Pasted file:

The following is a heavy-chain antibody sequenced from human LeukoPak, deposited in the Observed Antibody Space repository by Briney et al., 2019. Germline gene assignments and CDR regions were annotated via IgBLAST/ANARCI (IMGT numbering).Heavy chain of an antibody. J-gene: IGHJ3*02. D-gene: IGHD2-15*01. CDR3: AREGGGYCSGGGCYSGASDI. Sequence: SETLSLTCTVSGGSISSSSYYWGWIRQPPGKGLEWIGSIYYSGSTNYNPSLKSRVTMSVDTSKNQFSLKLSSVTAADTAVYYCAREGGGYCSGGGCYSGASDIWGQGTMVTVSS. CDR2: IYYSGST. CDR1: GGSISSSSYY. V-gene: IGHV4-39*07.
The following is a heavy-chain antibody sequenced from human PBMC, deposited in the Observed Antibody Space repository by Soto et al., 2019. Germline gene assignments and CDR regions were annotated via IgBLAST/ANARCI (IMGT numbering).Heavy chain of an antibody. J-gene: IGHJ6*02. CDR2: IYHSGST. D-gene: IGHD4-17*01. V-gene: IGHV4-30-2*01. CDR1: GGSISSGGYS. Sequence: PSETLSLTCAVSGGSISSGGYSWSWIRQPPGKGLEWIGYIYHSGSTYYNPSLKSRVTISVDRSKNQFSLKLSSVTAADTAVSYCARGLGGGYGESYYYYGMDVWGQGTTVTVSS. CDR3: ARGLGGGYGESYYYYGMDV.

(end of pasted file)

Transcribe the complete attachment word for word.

The following is a heavy-chain antibody sequenced from human LeukoPak, deposited in the Observed Antibody Space repository by Briney et al., 2019. Germline gene assignments and CDR regions were annotated via IgBLAST/ANARCI (IMGT numbering).Heavy chain of an antibody. J-gene: IGHJ3*02. D-gene: IGHD2-15*01. CDR3: AREGGGYCSGGGCYSGASDI. Sequence: SETLSLTCTVSGGSISSSSYYWGWIRQPPGKGLEWIGSIYYSGSTNYNPSLKSRVTMSVDTSKNQFSLKLSSVTAADTAVYYCAREGGGYCSGGGCYSGASDIWGQGTMVTVSS. CDR2: IYYSGST. CDR1: GGSISSSSYY. V-gene: IGHV4-39*07.
The following is a heavy-chain antibody sequenced from human PBMC, deposited in the Observed Antibody Space repository by Soto et al., 2019. Germline gene assignments and CDR regions were annotated via IgBLAST/ANARCI (IMGT numbering).Heavy chain of an antibody. J-gene: IGHJ6*02. CDR2: IYHSGST. D-gene: IGHD4-17*01. V-gene: IGHV4-30-2*01. CDR1: GGSISSGGYS. Sequence: PSETLSLTCAVSGGSISSGGYSWSWIRQPPGKGLEWIGYIYHSGSTYYNPSLKSRVTISVDRSKNQFSLKLSSVTAADTAVSYCARGLGGGYGESYYYYGMDVWGQGTTVTVSS. CDR3: ARGLGGGYGESYYYYGMDV.